June 24, 2010

College Degrees and Social Mobility

KS_2010a By Karen Sternheimer

Are you currently or about to be a college student? A recent college grad? If so, you probably hope that your college degree will help you in the job market. According to the Cooperative Institutional Research Program (CIRP)’s annual study of college freshmen, in 2009 78 percent of college freshmen said it was very important or essential to be well-off financially. This isn’t a big surprise during economically hard times. But does a college degree help you move up economically?

A recent Los Angeles Times article posed this question, noting that “a diploma is no longer seen as a guarantee of a better job and higher pay.” In light of the rising costs of a college degree, which Sally Raskoff recently blogged about, it is worth exploring whether going to college is still linked with upward mobility.

As you can see from the Bureau of Labor Statistics (BLS) unemployment data below, more education means a greater likelihood of having a job. The recent recession impacted construction work and retail positions especially hard, so it’s not surprising that those with less education who might be more likely to work in those fields would have higher unemployment rates. Having a bachelor’s degree instead of only a high school diploma essentially reduces the odds of unemployment by more than half.


BLS data also show that more education means higher median income, as the graph below details. People holding advanced degrees have the highest median weekly income, but notice the big jump between earnings of those with some college and those with a college degree.


Seems pretty straightforward so far: going to college means earning more money. But when we look at earnings by education and gender, the picture becomes a bit more complicated. Education has a more modest impact on women’s weekly earnings. The BLS data show that men out earn women at every education level and that women with college degrees earn only slightly more than men without four-year degrees ($45 a week).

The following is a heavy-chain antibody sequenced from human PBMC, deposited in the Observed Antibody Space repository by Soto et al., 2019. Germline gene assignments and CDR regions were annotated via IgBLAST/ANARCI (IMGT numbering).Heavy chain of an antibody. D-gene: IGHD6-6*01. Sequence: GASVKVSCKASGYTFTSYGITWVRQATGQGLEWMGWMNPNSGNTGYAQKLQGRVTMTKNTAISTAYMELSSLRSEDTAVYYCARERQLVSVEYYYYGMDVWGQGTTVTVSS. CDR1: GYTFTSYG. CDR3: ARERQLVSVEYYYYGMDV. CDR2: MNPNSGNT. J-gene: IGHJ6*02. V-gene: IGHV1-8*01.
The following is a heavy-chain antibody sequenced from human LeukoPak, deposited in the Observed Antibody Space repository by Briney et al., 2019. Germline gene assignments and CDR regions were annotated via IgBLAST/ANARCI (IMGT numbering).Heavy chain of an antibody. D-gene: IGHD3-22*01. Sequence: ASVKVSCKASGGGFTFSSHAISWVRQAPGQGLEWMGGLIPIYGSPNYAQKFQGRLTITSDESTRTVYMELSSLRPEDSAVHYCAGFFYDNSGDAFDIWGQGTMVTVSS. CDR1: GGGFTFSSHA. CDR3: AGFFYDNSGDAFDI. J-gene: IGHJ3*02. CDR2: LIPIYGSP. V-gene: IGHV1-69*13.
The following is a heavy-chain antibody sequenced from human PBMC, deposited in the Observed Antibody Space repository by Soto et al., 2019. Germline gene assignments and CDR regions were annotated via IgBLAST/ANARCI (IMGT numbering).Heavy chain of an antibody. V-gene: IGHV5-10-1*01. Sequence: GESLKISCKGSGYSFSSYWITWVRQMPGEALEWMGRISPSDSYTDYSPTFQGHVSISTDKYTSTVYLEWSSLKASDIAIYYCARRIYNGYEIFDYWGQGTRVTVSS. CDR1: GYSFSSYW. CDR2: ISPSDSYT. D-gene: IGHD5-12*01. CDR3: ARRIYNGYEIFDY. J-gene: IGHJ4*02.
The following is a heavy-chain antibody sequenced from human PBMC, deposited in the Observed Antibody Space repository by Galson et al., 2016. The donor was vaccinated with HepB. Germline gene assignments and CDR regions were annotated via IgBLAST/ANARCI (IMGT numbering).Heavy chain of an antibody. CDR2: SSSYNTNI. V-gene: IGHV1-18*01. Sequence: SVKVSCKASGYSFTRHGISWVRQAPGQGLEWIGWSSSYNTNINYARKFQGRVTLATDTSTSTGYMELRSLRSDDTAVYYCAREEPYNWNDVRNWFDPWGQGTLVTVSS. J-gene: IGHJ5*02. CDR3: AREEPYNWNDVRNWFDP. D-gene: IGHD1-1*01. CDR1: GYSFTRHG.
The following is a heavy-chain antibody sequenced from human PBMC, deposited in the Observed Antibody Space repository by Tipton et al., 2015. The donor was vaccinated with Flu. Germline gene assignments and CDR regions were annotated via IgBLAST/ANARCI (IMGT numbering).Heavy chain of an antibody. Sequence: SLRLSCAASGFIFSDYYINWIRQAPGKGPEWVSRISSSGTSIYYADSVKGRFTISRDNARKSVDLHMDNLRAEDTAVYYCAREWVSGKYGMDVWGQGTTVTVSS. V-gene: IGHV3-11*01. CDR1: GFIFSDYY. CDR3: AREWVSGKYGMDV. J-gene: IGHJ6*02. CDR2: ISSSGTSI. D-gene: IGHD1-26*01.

Women with advanced degrees actually have a lower median income than men with only bachelor’s degrees; likewise, women who have attended some college earn less than men with only high school degrees. For women, a college degree might yield less income than it does for men, but it still provides a boost compared with those without degrees.


The Times story notes that the percentage of bachelor’s degree holders in professional and managerial positions has declined over the past several decades, and future job growth is expected in the service sector. Jobs like customer service, food servers, and healthcare aides don’t tend to pay very well in contrast to professional and managerial jobs: in April 2010, the median weekly income of someone in a management-level position was $1,068 compared with $476 in a service job, according to the BLS. When you consider that service sector work is more unstable and subject to seasonal ups and downs, there is an even greater disadvantage.

So what does this mean for an aspiring college student or recent college grad?

You could choose your major based on the job prospects it carries. A 2009 Forbes magazine article lists the top ten majors with the lowest unemployment rates:


Mechanical Engineering

Electrical Engineering

Computer Science
Business Administration


Information Systems

Computer Engineering

Management Information Systems


Bear in mind there are likely people with degrees in these disciplines who are still looking for a job. But what if nothing on this list appeals to you?

Choosing a major only based on potential income virtually guarantees you boredom at school and on the job. I haven’t been shy about touting the marketable skills that a sociology degree brings, and a college degree is worth very little if it doesn’t enhance your personal skill set and interests.

The bottom line: college degrees matter. On average, your income will be higher and your chances of being unemployed will be lower if you have one. But keep in mind that a degree does not guarantee a permanent position in the middle class. With more people holding bachelor’s degrees than in the past, (11 percent of Americans 25 and older had a bachelor's degree in 1970, compared with nearly 30 percent today), there is more educated competition in the labor force than there was a generation ago. As the Brookings Institution recently reported, many middle-class families experience an “income rollercoaster” due to shifts in the economy.